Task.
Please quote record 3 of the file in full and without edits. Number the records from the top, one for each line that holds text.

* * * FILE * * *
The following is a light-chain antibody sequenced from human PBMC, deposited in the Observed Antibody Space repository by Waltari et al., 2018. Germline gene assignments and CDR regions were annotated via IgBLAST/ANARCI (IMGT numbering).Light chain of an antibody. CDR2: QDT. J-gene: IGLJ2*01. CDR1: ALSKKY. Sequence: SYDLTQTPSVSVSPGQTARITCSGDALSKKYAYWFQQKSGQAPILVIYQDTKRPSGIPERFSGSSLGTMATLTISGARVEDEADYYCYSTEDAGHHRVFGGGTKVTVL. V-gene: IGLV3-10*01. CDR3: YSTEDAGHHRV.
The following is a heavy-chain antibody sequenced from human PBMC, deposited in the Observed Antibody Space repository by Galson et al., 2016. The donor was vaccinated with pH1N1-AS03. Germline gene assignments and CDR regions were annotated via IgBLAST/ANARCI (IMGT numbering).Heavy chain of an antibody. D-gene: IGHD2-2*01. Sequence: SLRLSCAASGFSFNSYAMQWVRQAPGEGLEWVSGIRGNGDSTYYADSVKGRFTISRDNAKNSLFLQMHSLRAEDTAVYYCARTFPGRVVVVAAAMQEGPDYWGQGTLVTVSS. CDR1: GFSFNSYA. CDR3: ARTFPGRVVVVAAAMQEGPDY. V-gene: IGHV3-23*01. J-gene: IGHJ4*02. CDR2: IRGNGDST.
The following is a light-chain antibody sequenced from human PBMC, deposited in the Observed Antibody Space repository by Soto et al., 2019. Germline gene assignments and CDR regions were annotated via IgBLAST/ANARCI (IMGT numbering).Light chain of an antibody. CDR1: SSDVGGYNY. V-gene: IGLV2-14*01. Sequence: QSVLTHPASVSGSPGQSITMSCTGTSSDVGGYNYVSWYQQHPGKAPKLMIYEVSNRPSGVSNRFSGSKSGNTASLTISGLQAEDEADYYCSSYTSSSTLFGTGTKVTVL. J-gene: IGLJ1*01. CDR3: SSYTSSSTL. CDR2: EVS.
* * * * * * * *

The following is a light-chain antibody sequenced from human PBMC, deposited in the Observed Antibody Space repository by Soto et al., 2019. Germline gene assignments and CDR regions were annotated via IgBLAST/ANARCI (IMGT numbering).Light chain of an antibody. CDR1: SSDVGGYNY. V-gene: IGLV2-14*01. Sequence: QSVLTHPASVSGSPGQSITMSCTGTSSDVGGYNYVSWYQQHPGKAPKLMIYEVSNRPSGVSNRFSGSKSGNTASLTISGLQAEDEADYYCSSYTSSSTLFGTGTKVTVL. J-gene: IGLJ1*01. CDR3: SSYTSSSTL. CDR2: EVS.